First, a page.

The above probably relates little to Yee Lo’s life, but some could be important to his daughter’s future. This will be my honour as she grows into her future. But for now, until she works out that I don’t speak Mandarin, there is a pause – and it is for her to catch-up, as I am far too old and British too get my head around Mandarin. Having stated that, my Mandarin is actually coming on a lot, basically because if I want to write a Chinese character in the computer, then I need to know ‘pinyin’ (Mandarin written using the alphabet), and this is now quite common for me. But in order to write the pinyin, I need to know the mandarin word. Ahha! Yes, that simple and intriguing.


Just in case you ever wondered how Chinese people manage to write Chinese characters using a Western keyboard – it goes like this:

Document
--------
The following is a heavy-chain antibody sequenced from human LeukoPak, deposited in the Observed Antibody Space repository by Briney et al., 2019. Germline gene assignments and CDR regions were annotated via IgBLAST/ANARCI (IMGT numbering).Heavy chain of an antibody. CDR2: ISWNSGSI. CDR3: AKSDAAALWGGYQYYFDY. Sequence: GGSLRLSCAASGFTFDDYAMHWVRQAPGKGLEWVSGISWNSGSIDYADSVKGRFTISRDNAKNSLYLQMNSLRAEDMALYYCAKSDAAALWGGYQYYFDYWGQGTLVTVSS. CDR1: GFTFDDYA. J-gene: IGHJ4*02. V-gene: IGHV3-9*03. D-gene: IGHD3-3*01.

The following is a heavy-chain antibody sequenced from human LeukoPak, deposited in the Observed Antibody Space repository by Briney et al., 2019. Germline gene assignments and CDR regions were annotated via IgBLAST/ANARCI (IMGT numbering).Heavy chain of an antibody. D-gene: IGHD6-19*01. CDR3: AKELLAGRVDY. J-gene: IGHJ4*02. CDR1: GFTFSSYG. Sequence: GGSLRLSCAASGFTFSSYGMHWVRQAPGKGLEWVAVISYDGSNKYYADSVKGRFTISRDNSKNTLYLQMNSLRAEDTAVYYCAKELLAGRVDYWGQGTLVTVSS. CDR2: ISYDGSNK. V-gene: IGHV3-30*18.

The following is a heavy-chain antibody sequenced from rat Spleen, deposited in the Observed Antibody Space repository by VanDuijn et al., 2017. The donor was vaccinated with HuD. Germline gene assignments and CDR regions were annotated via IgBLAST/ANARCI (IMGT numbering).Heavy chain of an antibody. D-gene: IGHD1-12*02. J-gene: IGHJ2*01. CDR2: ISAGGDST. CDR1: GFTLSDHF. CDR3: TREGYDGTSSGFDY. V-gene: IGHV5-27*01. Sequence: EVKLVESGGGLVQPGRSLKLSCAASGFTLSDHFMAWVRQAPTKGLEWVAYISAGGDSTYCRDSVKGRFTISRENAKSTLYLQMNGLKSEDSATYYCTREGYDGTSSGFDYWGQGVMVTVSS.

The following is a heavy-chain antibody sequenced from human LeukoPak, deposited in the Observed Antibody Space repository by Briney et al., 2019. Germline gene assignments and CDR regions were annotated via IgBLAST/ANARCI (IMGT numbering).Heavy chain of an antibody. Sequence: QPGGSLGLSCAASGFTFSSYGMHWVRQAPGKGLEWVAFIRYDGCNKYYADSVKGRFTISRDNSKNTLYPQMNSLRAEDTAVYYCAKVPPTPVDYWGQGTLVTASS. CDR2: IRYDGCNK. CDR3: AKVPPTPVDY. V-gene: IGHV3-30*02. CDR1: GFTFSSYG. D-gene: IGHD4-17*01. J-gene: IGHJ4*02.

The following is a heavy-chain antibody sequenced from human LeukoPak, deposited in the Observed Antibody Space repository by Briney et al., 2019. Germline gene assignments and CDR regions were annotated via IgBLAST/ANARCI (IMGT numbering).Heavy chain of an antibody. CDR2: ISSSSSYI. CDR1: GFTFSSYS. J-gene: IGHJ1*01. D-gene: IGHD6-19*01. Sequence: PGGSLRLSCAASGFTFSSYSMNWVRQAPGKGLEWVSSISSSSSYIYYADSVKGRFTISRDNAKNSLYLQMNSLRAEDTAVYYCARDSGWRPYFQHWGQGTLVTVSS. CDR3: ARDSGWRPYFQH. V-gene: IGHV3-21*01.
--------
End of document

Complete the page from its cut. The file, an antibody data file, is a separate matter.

First of all you go to the language bar (Activate as necessary) and select an input language. I use Chinese Simplified (Mandarin) and Chinese Traditional (Hong Kong). There are other versions, such as Taiwan, but let us not complicate an already complicated situation further. Having now got your keyboard speaking Chinese, you then need to select a Chinese character input application. I use ‘ QuanPin’ as it is pretty simple. Other versions are quite complicated, or else you need to understand what Chinese ‘Radical’ characters are? Siu Ying prefers a touch-pad, as she knows how to write the characters freehand, but not their pinyin alternatives.


Pinyin is Mandarin written using the alphabet, and is excellent, if not always quite correct. Jyutpin is Cantonese written using the alphabet, except this is the weird type of Cantonese used only in Hong Kong by Foreigners and officials, only. There don’t appear to be any sensible input devices either. Mainland Cantonese understand most Cantonese characters, but would spell them quite differently using English. That is why one of my projects is to make a new ‘pin’ for Mainland Cantonese use. I am working on it when I have time, and have called it ‘Pinyue™’, as Yue or essentially means Cantonese / Guangdong Province.